Giving Dads Help They Need to Be Involved and Battle "Guy Code"
Updated: May 21
Guest Post by Neil Tift
DCG DADvisor, Outreach Project Dir, Native American Fatherhood & Families Association
"I came to understand the importance of fatherhood through its absence – both in my life and the lives of others. I came to understand that the hole that a man leaves when he abandons his responsibilities to his children is one that no government can fill. We can do everything possible to provide good jobs and good schools and safe streets for our kids, but it will never be enough to fully make up the difference."
~President Barack Obama
Have you ever noticed how many great resources there are for moms in the US? Lots of programs like Maternal and Child Health, WIC (Women, Infants & Children), and Healthy Mothers, Healthy Babies are funded through all levels of government and community organizations. They clearly benefit mothers providing needed supports for families.
Have you ever noticed how few resources are provided for dads? And those rare government programs that do exist tend to focus upon dad deficits. Child Support Enforcement, Department of Corrections, Probation and Parole, anger management, domestic violence and batterer intervention, and Child Protection Services are examples.
Considering this disparity, one would think growing up with a troubled dad or without a dad might condemn a child to repeat the cycle of poverty and hard knocks. But consider again President Obama's words above and you'll see that, with the right support, the cycle can be broken.
In any case, dads are important in their presence and their absence.
There is a vast amount of research that documents how much better off children, mothers, and families are when fathers and children are positively involved in each others' lives. So, the more deliberate steps that can be made to remove obstacles the better. This is one reason why I have been working to create and operate fathers' programs for 30 years now and I continue to recruit other professionals to enhance opportunities for fathers to be the kind of fathers their children need. Actually, that's been our motto.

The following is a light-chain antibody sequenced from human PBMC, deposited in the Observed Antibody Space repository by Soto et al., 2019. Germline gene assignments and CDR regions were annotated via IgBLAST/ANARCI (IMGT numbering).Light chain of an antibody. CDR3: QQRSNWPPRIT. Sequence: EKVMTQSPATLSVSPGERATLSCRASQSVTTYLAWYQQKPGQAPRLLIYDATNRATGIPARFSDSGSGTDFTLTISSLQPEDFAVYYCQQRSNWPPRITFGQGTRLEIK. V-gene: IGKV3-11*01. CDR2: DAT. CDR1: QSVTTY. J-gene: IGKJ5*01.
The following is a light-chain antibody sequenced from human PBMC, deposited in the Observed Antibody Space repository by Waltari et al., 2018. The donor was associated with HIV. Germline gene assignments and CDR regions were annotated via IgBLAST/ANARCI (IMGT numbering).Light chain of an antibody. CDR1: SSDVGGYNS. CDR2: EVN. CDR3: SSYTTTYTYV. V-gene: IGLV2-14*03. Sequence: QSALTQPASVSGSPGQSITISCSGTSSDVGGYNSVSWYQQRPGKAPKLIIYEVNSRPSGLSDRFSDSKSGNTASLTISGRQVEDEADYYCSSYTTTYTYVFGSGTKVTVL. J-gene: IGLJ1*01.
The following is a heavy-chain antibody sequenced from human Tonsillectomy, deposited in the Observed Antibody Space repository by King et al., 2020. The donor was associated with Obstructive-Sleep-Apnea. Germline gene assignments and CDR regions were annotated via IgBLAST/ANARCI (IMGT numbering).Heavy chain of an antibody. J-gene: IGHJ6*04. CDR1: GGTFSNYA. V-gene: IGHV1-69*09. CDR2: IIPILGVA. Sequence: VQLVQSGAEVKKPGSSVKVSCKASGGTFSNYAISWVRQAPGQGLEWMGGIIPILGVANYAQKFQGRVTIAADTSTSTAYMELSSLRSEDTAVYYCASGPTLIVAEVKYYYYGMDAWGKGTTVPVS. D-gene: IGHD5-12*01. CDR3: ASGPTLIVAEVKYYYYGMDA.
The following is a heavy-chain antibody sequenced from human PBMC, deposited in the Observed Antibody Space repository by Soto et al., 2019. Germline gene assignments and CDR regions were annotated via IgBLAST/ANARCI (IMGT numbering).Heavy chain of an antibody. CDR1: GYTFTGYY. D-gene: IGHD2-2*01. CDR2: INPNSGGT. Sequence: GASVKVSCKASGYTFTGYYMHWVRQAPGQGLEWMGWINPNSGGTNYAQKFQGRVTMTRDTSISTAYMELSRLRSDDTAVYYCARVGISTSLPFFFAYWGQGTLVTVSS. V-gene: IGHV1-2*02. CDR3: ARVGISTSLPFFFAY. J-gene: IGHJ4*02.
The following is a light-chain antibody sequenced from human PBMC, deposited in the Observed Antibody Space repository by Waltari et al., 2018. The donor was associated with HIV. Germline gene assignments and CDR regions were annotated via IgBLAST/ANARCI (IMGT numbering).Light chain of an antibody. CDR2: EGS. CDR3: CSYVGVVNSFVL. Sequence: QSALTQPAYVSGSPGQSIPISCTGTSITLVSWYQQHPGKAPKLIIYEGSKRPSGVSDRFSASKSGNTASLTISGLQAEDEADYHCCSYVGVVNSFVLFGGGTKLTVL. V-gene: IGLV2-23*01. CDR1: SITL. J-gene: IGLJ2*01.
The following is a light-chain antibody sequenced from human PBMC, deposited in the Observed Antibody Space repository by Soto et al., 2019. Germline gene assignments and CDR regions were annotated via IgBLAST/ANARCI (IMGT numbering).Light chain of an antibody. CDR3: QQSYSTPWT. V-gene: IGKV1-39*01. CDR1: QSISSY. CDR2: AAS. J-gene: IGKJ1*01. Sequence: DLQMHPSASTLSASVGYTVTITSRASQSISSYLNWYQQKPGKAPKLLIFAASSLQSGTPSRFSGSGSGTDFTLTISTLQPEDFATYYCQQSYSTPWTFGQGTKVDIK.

Unfortunately, too many American fathers are reluctant to seek assistance to meet a wide range of their essential medical, emotional, educational, social, or parental needs.
I propose that a major reason for this tendency is the perpetuation of a stereotypical "guy code," which boys often pick up in sandboxes, playgrounds, classrooms, camps, scout troops, gyms, places of worship, locker rooms, clubhouses, and informal hangouts. Boys also learn this "guy code" from and have it reinforced by their parents, buddies, coaches, the media, teachers, the streets, and just about everyone else. From an early age, boys face clear – and too often dangerous – consequences if they fail to live by this code.
As they grow older, enforcement and reinforcement of the "guy code" intensifies in school, the workplace, gangs, fraternity houses, sports participation, the military, politics, faith communities, friendships, sports fandom, the entertainment industry, and many other areas.
Most guys just absorb the code. To be clear, there are both positive and harmful elements of the code. An important task is to sift through these and promote the good content while discouraging the unhealthy.
Most guys don't have to tell one another about urinal etiquette, dating your buddy's ex (never OK), or hugs and fist bumps. We just know it. We exhibit wingman responsibilities when out in public and we honor our debts and dares (even those made while under the influence of "guy drinks" – never wine coolers).
Some of the unhealthy elements of this code tell men and fathers that they must be strong and silent, never whine, don't ask for help. To "man up," and do what they believe they need to do without complaining. The result? So many men hide – and lose contact with – essential elements of their human-ness behind what author Jackson Katz calls a "tough guise."
Fortunately, an increasing number of men today are learning to resist the downside of the guy code and engage more fully with their families. As fathers, we must encourage this growing trend and promote the growth of programs and services for fathers in our communities. We can share and display our perspective of the guy code with our sons and daughters and their peers.
We can call out those who try to emasculate men and fathers who live by the positive practices of the guy code: to protect those we care about, to respect girls, women, and other males, to challenge bullying behavior, and to honor family and country.
When fathers have the resources to step up to the plate and be the kind of father their children need, we all benefit.
Neil Tift, MA, and his wife Denise have been foster parents of children and then adults for the past 25 years and provide training to foster parents and ADH providers. He is a family mediator, college instructor, parent educator, game developer, birth father, adoptive father, foster father, and grandfather. For more than 40 years, Neil has worked with at-risk clients, and he has established programs for low-income fathers in Minnesota, Maryland, and Arizona for the past 30. Currently, Neil is Outreach Project Director for the Native American Fatherhood & Families Association in Mesa Arizona.